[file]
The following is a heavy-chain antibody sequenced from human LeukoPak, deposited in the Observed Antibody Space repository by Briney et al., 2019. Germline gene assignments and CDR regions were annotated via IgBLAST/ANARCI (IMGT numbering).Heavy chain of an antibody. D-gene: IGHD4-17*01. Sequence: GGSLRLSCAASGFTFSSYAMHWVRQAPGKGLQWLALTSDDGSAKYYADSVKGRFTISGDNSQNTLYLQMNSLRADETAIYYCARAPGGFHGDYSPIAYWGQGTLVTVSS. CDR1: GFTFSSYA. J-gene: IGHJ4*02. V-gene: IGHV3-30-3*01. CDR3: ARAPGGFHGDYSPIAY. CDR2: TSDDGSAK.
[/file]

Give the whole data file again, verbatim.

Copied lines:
The following is a heavy-chain antibody sequenced from human LeukoPak, deposited in the Observed Antibody Space repository by Briney et al., 2019. Germline gene assignments and CDR regions were annotated via IgBLAST/ANARCI (IMGT numbering).Heavy chain of an antibody. D-gene: IGHD4-17*01. Sequence: GGSLRLSCAASGFTFSSYAMHWVRQAPGKGLQWLALTSDDGSAKYYADSVKGRFTISGDNSQNTLYLQMNSLRADETAIYYCARAPGGFHGDYSPIAYWGQGTLVTVSS. CDR1: GFTFSSYA. J-gene: IGHJ4*02. V-gene: IGHV3-30-3*01. CDR3: ARAPGGFHGDYSPIAY. CDR2: TSDDGSAK.